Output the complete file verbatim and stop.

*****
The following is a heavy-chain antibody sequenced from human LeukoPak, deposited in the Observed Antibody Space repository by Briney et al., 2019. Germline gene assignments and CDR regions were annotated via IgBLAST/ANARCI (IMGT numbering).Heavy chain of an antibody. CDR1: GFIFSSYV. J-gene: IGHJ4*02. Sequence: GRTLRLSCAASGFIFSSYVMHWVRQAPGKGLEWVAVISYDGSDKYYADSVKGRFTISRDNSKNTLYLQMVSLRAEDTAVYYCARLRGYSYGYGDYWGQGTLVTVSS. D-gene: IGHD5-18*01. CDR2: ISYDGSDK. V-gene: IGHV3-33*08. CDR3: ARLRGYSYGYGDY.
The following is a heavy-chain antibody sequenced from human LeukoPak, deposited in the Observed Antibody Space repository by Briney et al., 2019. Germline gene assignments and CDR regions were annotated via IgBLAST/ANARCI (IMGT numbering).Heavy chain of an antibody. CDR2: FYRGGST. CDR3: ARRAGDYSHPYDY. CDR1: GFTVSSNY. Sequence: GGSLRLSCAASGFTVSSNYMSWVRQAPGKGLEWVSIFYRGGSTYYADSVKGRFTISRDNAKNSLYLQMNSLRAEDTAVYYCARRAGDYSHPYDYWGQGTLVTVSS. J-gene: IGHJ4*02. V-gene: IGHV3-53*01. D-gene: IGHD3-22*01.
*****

The following is a heavy-chain antibody sequenced from human LeukoPak, deposited in the Observed Antibody Space repository by Briney et al., 2019. Germline gene assignments and CDR regions were annotated via IgBLAST/ANARCI (IMGT numbering).Heavy chain of an antibody. CDR1: GFIFSSYV. J-gene: IGHJ4*02. Sequence: GRTLRLSCAASGFIFSSYVMHWVRQAPGKGLEWVAVISYDGSDKYYADSVKGRFTISRDNSKNTLYLQMVSLRAEDTAVYYCARLRGYSYGYGDYWGQGTLVTVSS. D-gene: IGHD5-18*01. CDR2: ISYDGSDK. V-gene: IGHV3-33*08. CDR3: ARLRGYSYGYGDY.
The following is a heavy-chain antibody sequenced from human LeukoPak, deposited in the Observed Antibody Space repository by Briney et al., 2019. Germline gene assignments and CDR regions were annotated via IgBLAST/ANARCI (IMGT numbering).Heavy chain of an antibody. CDR2: FYRGGST. CDR3: ARRAGDYSHPYDY. CDR1: GFTVSSNY. Sequence: GGSLRLSCAASGFTVSSNYMSWVRQAPGKGLEWVSIFYRGGSTYYADSVKGRFTISRDNAKNSLYLQMNSLRAEDTAVYYCARRAGDYSHPYDYWGQGTLVTVSS. J-gene: IGHJ4*02. V-gene: IGHV3-53*01. D-gene: IGHD3-22*01.